Theological Foundations for Interfaith Dialogue in Islam

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Bibliographic Information
Journal Al-Idah
Title Theological Foundations for Interfaith Dialogue in Islam
Author(s) Farman, Mursal
Volume 34
Issue 1
Year 2017
Pages 70-76
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Keywords Interfaith Dialogue, Peace, Theological Foundation, Islam.
Chicago 16th Farman, Mursal. "Theological Foundations for Interfaith Dialogue in Islam." Al-Idah 34, no. 1 (2017).
APA 6th Farman, M. (2017). Theological Foundations for Interfaith Dialogue in Islam. Al-Idah, 34(1).
MHRA Farman, Mursal. 2017. 'Theological Foundations for Interfaith Dialogue in Islam', Al-Idah, 34.
MLA Farman, Mursal. "Theological Foundations for Interfaith Dialogue in Islam." Al-Idah 34.1 (2017). Print.
Harvard FARMAN, M. 2017. Theological Foundations for Interfaith Dialogue in Islam. Al-Idah, 34.
قرآن مجید بطور معجزاتی چیلنج: قدیم و جدید آراء کا تقابل
صحیح البخاری کی کتب اور ابواب میں نظم و مناسبت تحقیقی جائزہ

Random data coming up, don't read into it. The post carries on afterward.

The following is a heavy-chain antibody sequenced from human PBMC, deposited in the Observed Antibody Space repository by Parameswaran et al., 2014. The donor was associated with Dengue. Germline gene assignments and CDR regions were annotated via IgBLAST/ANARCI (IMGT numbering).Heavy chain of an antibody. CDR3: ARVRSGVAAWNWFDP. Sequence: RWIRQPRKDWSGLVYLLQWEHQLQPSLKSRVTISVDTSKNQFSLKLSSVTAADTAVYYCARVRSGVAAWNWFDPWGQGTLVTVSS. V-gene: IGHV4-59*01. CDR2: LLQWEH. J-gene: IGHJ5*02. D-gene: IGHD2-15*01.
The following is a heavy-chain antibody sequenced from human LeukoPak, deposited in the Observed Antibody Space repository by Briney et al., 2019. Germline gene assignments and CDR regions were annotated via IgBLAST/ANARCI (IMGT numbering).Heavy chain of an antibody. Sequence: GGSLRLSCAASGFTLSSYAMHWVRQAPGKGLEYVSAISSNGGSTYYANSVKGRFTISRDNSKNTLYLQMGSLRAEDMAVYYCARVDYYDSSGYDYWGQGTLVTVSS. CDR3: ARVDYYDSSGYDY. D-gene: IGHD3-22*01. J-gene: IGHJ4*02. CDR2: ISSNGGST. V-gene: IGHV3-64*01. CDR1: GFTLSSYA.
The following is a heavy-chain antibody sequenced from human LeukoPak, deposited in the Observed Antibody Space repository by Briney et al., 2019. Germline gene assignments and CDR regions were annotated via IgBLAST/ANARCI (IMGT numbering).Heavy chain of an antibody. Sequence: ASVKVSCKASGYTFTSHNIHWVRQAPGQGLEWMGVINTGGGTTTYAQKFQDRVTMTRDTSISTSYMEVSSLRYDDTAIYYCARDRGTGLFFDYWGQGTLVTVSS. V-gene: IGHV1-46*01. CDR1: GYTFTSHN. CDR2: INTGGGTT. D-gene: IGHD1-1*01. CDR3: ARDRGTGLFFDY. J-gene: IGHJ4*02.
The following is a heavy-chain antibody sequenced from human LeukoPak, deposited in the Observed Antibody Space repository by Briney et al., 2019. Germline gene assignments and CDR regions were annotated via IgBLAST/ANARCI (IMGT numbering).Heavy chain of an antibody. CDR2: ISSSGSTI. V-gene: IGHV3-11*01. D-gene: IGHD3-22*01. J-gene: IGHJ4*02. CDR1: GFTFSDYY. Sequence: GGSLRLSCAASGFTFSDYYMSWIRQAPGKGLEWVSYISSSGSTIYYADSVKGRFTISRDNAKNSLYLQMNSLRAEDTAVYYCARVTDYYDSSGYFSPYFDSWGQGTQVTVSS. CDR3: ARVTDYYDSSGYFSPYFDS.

اجتماعی اجتہاد کا تصور اور عصر حاضر کے اہم توجہ طلب شرعی مسائل کے حل کے لئے عالم اسلام کے اہم اداروں کا تعارف
خلع میں شوہر کی رضامندی و عدم رضامندی: یک طرفہ فیصلے کی شرعی حیثیت
مسیحیت، اناجیل اربعہ اور بنیادی مسیحی عقائد کا مختصر تعارف
پاکستانی معاشرے میں تاخیر سے شادیوں کا اسلامی نقطہ نظر سےجائزہ
تصوف کے غیر مشہور سلاسل کا تحقیقی جائزہ
ابن خرداذبہ اور ان كى كتاب المسالك والممالك: تاریخى وتنقیدى جائزہ
كمال التحقيق في ترجمة نبي الله يوسف الصديق
صاحبزاده ميان محمدي بن ميان عمر: حياته، خدماته وآثاره العلمية
أدب الرحلة: أهميته وأسلوبه وخصائصه وتطوره
إستراتيجية التفاؤل في ضوء قصيدة فلسفة الحياة لإيليا أبو ماضي
الفكر السياسي الإسلامي وتطوره من الشورى إلى الديمقراطية
دور الفرد في مكافحة الجريمة الجنائية في الشريعة الإسلامية والقانون الوضعي
أمير الشعراء أحمد شوقي: نثره الفني ومنهجه
Beyond Ritualism: Impact and Implications of Ḥajj on the Society of Pakistan
Istisnā’- a Realistic Approach to the Concept in Islamic Finance and its Application to the Agricultural Sector in Pakistan
The Universality and Scope of Justice in Islam
Theological Foundations for Interfaith Dialogue in Islam
The Indian Muslims’ Services to Afghanistan & Turkey (1901-1929)
Al-Sukākī’s Classification of Metaphor and Qurānic Discourse
An Overview of the Religious Perspective of Honour Killing in Federally Administered Tribal Areas (Fata) of Pakistan
Stylistic and Semantic Incongruities in the Earliest Purported English Translation of the Qur’an by Alexander Ross
The Region of Punjab: A Sufi Perspective With Particular Focus on Chishtiya Sufism